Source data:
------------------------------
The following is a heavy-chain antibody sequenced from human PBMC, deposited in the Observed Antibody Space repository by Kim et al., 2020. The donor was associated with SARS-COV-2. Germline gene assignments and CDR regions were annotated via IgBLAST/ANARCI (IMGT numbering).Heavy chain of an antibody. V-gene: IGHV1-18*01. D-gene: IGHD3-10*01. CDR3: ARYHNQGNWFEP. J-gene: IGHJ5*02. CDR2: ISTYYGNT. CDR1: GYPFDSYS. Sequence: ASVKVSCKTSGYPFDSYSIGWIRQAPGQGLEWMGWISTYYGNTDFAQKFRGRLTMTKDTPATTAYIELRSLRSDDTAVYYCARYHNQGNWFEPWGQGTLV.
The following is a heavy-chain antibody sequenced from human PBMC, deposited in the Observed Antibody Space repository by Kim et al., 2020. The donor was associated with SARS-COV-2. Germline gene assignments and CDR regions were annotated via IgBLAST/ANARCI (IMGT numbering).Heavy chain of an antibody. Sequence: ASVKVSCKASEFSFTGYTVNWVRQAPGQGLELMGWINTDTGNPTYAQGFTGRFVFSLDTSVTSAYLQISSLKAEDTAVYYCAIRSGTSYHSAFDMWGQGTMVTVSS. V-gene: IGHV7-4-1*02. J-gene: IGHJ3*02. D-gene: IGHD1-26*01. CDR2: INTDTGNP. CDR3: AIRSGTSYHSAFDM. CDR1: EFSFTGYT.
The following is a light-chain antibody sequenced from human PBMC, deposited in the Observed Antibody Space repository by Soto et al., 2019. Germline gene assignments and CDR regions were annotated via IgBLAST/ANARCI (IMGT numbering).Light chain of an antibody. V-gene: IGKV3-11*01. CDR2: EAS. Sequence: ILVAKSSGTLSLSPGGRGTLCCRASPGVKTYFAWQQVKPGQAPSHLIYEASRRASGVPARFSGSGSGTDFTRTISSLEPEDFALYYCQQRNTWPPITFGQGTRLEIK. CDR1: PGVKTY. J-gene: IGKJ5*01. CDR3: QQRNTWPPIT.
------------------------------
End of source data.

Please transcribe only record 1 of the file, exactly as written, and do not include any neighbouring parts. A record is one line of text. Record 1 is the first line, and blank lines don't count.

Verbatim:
The following is a heavy-chain antibody sequenced from human PBMC, deposited in the Observed Antibody Space repository by Kim et al., 2020. The donor was associated with SARS-COV-2. Germline gene assignments and CDR regions were annotated via IgBLAST/ANARCI (IMGT numbering).Heavy chain of an antibody. V-gene: IGHV1-18*01. D-gene: IGHD3-10*01. CDR3: ARYHNQGNWFEP. J-gene: IGHJ5*02. CDR2: ISTYYGNT. CDR1: GYPFDSYS. Sequence: ASVKVSCKTSGYPFDSYSIGWIRQAPGQGLEWMGWISTYYGNTDFAQKFRGRLTMTKDTPATTAYIELRSLRSDDTAVYYCARYHNQGNWFEPWGQGTLV.